I know some will read this and resist it, saying, “Yeah, sure, Kathy, but I have to pay my bills!”  I know you do – we all do.  But lying is NEVER the way to getting what you want, in life, work, or relationships.  Lying will always (without question, without exception) come back around and bite you.  I’ve seen this too many times to doubt it.

So if you’re tempted to lie in your job search process, reconsider.  I learned in my therapy training that the best way to deal with challenging information is to “reframe it.”  Tell your story in the way that fits the facts, but opens the door to as much expansion, positivity and power as possible.

Be yourself.  Don’t lie – you don’t need to.  There are plenty of job opportunities that will present themselves when you step up with power and purpose and acknowledge the truth– the whole truth – about who you are.  Accepting and honoring yourself — and learning how to speak about your contributions in a compelling way — is a far more powerful and effective job search strategy than pretending to be someone else.

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August 23, 2011

Exit Interviews

Filed under: Interview — admin @ 11:56 am

Exit Interviews

EKS talks with Dirk Nowitzki – Part 1
Video Rating: 5 / 5

Exit interviews.

June 12, 2011

Tackle Airline Interviews

Filed under: Interview — admin @ 9:39 am

Tackle Airline Interviews


On being invited to attend an airline interview for a position as Cabin Crew is quite an achievement as airlines receive thousands of application forms every year. Of course the application form is only part of the selection process and the actual interview process can be quite a daunting and nerve-racking event.

Below you will find some hints and tips on how to best prepare yourself to perform to the best of your ability during the selection process.



The Interview Venue

·Check that you are aware of the exact location where the interview is being held.

·Plan your route or journey and allow yourself an extra half hour in case of any unforeseen delays.

·If you are driving make sure you check for parking facilities, and the location of these.

Dress Code & Grooming

Choose office style smart attire to wear for your interview.

· Ensure that you are well groomed, with clean tidy hair, make up (if applicable) and clean shoes.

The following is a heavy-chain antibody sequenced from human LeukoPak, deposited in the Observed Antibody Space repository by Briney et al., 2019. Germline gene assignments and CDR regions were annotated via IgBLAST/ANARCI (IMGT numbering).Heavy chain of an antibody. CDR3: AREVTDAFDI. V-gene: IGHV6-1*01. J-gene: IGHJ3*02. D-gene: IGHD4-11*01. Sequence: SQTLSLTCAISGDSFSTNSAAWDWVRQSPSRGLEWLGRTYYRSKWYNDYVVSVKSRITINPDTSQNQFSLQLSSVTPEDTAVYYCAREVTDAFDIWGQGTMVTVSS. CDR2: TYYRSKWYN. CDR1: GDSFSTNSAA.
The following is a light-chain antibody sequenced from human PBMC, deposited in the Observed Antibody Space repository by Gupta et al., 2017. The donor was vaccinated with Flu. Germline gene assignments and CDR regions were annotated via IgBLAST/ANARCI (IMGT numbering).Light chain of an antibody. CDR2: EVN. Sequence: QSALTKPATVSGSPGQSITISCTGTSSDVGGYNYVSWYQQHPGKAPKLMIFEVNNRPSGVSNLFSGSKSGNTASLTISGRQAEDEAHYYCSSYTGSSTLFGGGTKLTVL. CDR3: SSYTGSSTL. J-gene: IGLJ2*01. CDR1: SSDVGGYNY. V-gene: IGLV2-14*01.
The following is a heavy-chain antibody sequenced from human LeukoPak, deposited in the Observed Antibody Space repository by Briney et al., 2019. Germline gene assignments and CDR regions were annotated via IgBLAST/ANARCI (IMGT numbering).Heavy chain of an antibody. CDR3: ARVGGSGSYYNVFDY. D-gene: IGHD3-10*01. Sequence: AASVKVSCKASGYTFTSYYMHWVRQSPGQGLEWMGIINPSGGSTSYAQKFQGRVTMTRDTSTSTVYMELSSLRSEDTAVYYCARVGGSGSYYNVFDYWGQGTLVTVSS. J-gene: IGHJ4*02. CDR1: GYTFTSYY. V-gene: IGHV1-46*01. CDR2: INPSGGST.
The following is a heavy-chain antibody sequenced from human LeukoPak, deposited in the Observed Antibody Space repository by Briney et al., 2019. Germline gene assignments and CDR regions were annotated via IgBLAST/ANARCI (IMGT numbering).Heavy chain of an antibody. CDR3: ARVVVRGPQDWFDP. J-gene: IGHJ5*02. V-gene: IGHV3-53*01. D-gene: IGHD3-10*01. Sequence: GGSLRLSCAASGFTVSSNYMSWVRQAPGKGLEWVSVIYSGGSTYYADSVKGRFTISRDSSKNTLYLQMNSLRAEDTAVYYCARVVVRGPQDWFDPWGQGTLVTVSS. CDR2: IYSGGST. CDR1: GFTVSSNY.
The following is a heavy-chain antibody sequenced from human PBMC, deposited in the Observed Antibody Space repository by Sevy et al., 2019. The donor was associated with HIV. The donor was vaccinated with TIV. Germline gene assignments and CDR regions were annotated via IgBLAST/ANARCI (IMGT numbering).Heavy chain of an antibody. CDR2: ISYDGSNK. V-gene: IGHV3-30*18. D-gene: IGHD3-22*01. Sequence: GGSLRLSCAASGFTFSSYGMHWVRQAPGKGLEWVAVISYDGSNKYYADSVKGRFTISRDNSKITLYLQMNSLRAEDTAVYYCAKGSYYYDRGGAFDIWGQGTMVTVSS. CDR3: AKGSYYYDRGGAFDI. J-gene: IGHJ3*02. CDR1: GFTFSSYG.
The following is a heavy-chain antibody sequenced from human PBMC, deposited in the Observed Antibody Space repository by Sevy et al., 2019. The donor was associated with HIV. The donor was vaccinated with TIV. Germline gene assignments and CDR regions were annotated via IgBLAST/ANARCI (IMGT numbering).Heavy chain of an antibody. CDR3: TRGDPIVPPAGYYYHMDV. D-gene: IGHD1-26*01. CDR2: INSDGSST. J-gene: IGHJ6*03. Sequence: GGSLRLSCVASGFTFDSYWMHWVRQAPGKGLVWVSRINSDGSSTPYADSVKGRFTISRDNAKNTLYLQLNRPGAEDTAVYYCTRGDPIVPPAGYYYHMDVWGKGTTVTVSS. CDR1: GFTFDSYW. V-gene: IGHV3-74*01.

· Make sure that you feel comfortable with your appearance.

· Do one final check of your overall appearance prior to arriving at the interview venue and during break times.


·If you are required to take documentation with you ensure that you have it all laid out in a smart folder and available for the interviewers to see.

·Always prepare your documents a few days before the interview to ensure that you have all the necessary certificates and paperwork that you require to take with you. If you then realise you are missing copies of certain documents it will give you enough time to find it.

Research and Preparation

·Find out as much as possible about the airline you have applied for. You may be asked at the interview information to prove your background knowledge and interest. Typical information includes history of the airline, aircraft in the fleet and route network.


· It is perfectly normal to feel nervous before and during the interview process. Prior to attending the interview ensure that you spend some time relaxing and that you get a good night’s sleep before.

· To help your nerves take deep breaths and remember that the recruitment team will make allowances for the fact that people are nervous.

· Prior preparation will help to ease nerves.


Communication With People You Meet

· From the minute you arrive at the interview you will be assessed by the recruitment team. Your appearance, your welcoming behaviour and warm disposition will be crucial at this stage as first impressions are vital.

· Make use of the time you have available prior to starting to get to know the other candidates attending the interview. Try to memorise names and other information you may find out from the other candidates.

· Remember to always address people in a friendly and mannered way.

· Never try to be someone you are not. Be yourself. Recruitment personnel are highly trained and will spot anyone who tries to impress by being someone they are not.

Body Language